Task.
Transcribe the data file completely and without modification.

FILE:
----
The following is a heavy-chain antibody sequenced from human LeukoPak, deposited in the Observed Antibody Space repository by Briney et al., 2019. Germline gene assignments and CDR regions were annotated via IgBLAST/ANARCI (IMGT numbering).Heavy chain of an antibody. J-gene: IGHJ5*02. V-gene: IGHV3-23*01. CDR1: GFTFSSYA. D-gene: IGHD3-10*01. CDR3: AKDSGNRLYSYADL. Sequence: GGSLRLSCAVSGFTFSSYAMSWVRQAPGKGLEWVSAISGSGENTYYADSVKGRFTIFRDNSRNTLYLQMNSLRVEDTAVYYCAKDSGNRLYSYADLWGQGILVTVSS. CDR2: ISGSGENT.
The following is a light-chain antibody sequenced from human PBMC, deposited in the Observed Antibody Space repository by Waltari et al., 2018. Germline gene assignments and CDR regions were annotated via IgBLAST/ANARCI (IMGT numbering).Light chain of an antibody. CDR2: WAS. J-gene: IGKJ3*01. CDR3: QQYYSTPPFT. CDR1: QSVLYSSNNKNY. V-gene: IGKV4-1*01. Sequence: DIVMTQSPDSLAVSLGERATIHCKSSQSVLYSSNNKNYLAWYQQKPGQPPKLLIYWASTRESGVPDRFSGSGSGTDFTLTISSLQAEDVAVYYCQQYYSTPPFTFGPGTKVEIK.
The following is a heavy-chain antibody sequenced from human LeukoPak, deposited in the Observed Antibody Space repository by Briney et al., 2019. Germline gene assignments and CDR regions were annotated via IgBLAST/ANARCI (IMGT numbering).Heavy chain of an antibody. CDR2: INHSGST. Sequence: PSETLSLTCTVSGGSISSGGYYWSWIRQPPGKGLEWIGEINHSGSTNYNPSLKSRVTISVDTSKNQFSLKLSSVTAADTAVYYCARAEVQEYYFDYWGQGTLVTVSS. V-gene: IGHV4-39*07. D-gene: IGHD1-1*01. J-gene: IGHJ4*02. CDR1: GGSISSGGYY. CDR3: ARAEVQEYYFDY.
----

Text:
The following is a heavy-chain antibody sequenced from human LeukoPak, deposited in the Observed Antibody Space repository by Briney et al., 2019. Germline gene assignments and CDR regions were annotated via IgBLAST/ANARCI (IMGT numbering).Heavy chain of an antibody. J-gene: IGHJ5*02. V-gene: IGHV3-23*01. CDR1: GFTFSSYA. D-gene: IGHD3-10*01. CDR3: AKDSGNRLYSYADL. Sequence: GGSLRLSCAVSGFTFSSYAMSWVRQAPGKGLEWVSAISGSGENTYYADSVKGRFTIFRDNSRNTLYLQMNSLRVEDTAVYYCAKDSGNRLYSYADLWGQGILVTVSS. CDR2: ISGSGENT.
The following is a light-chain antibody sequenced from human PBMC, deposited in the Observed Antibody Space repository by Waltari et al., 2018. Germline gene assignments and CDR regions were annotated via IgBLAST/ANARCI (IMGT numbering).Light chain of an antibody. CDR2: WAS. J-gene: IGKJ3*01. CDR3: QQYYSTPPFT. CDR1: QSVLYSSNNKNY. V-gene: IGKV4-1*01. Sequence: DIVMTQSPDSLAVSLGERATIHCKSSQSVLYSSNNKNYLAWYQQKPGQPPKLLIYWASTRESGVPDRFSGSGSGTDFTLTISSLQAEDVAVYYCQQYYSTPPFTFGPGTKVEIK.
The following is a heavy-chain antibody sequenced from human LeukoPak, deposited in the Observed Antibody Space repository by Briney et al., 2019. Germline gene assignments and CDR regions were annotated via IgBLAST/ANARCI (IMGT numbering).Heavy chain of an antibody. CDR2: INHSGST. Sequence: PSETLSLTCTVSGGSISSGGYYWSWIRQPPGKGLEWIGEINHSGSTNYNPSLKSRVTISVDTSKNQFSLKLSSVTAADTAVYYCARAEVQEYYFDYWGQGTLVTVSS. V-gene: IGHV4-39*07. D-gene: IGHD1-1*01. J-gene: IGHJ4*02. CDR1: GGSISSGGYY. CDR3: ARAEVQEYYFDY.